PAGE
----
Napoleon Hill in his book “The Laws of Success” introduced the concept of the “Mastermind”. This is a collective of individuals striving towards one goal and “sharing one mind” if you will. He cautions that a group of up to 8 (or 10 if you really have to) is ideal and anything more than that weakens the mastermind of a great teamwork. Studies show that large groups have more trouble communicating, increasing the chances of free riders and not to mention inciters and gossipers; who no one really needs.
Breaking up huge projects into smaller chunks that a team can control from start to finish increases their commitment and performance. The secret to riding a horse they say is to make it think it’s the one calling the shots. No one likes being told what to do. Lao Tzu even said, “When the best leader leads, the people say we did it ourselves”.
Cultivate unity to enhance great teamwork
Keep in mind that a shared mindset is imperative to prevent the “Us versus Them” mentality. This mentality could occur between subgroups or between the team and the management and leads to lower productivity and chaos, just to say the least. Cohesion is the priority. A shared identity and perception, shared occurrences and mutual dependence between subgroups and management creates a “we” mentality as opposed to an “Us versus Them”.
During meetings, have a structured-unstructured time where teams coagulate to discuss random and non-random issues. You can set aside the first 15 minutes of a meeting to discuss any concerns the team(s) may have, any good news, even personal events that one may need to share. This will help everyone feel heard and increase connection. This is key to building a great teamwork.
Establish clear rules of things members must always do and things they mustn’t do. E.g. Must always keep time, must not “not engage”.
Clear goals, roles, and responsibilities remove room for gray areas where everyone may think it’s someone else’s job to do something and that “someone else” has no idea it’s “his job”. This could waste a lot of valuable time while breeding anger and resentment.
3) Supportive context
Give them everything they need, to do what they need to do. Apart from material resources, an efficient information system where all questions asked receive accurate and timely answers, relevant feedback ensuring growth in areas the members may not even know needed growth. Apart from this, a reward system is in order. I’m not talking about a paycheck or finding profound meaning in the job. The good old gold star. That pat on the back, that, “good job Joe” goes a long way.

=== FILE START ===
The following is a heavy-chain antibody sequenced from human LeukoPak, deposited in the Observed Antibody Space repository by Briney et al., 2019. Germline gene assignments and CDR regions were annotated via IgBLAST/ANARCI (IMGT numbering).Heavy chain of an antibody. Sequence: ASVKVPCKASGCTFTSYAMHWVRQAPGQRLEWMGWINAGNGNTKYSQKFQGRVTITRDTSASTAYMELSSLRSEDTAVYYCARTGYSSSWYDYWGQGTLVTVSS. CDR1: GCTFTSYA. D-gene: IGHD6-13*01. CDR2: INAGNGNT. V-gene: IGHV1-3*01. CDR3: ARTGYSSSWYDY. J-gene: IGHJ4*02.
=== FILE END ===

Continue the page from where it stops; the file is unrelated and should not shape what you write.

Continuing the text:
Be sure to avoid pinpointing errors unnecessarily. “Positive criticism” may injure the confidence of a team. Be slick about it and try dealing with smaller things you can tweak that can result in a natural adjustment of the great teamwork dynamics.
Make information accessible to everyone on the team. Meetings aside, have a platform (a digital or physical board) where you can place any new information. This reduces the need for interruptions while keeping everyone up to date to curb the “incomplete information” issue.
A well-oiled machine needs constant checks to know whether uuh… it’s well oiled. Assess the output, collaborative capacity, and individual development of the members.
Ask the members for their take on everything that’s going on and compare notes; team leader to members and members to each other for the most profound insights. Everyone has something to offer and this might lead to some great new ideas moving forward.
In the words of leadership consultant Myles Munroe; the modern leader leads from the center outwards, as opposed to from the top downwards. A friendly and cohesive working environment is what does the trick in these times. The “square” has lost his charm because thankfully, someone noticed that extreme formality limits vulnerability, and vulnerability increases connection. We’ve become a more casual society and this has its flaws, but as long as professionalism is maintained, connection can increase in this type of setting; making communication easier and keeping the oil of unity running that machine as it should.
There you have it, with the right approach, a well-defined structure, and a powerful management method; you’ve got yourself a winning team.
GO, TEAM and build great teamwork!!!